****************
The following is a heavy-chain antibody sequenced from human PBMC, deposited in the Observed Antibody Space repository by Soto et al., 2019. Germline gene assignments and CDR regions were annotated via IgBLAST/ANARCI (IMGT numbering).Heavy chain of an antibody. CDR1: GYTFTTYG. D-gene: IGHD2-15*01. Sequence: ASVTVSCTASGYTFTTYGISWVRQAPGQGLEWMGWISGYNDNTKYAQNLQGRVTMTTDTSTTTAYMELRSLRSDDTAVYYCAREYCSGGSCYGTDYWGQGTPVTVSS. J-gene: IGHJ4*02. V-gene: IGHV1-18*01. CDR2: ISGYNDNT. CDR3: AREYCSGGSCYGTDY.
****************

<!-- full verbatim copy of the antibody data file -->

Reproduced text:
The following is a heavy-chain antibody sequenced from human PBMC, deposited in the Observed Antibody Space repository by Soto et al., 2019. Germline gene assignments and CDR regions were annotated via IgBLAST/ANARCI (IMGT numbering).Heavy chain of an antibody. CDR1: GYTFTTYG. D-gene: IGHD2-15*01. Sequence: ASVTVSCTASGYTFTTYGISWVRQAPGQGLEWMGWISGYNDNTKYAQNLQGRVTMTTDTSTTTAYMELRSLRSDDTAVYYCAREYCSGGSCYGTDYWGQGTPVTVSS. J-gene: IGHJ4*02. V-gene: IGHV1-18*01. CDR2: ISGYNDNT. CDR3: AREYCSGGSCYGTDY.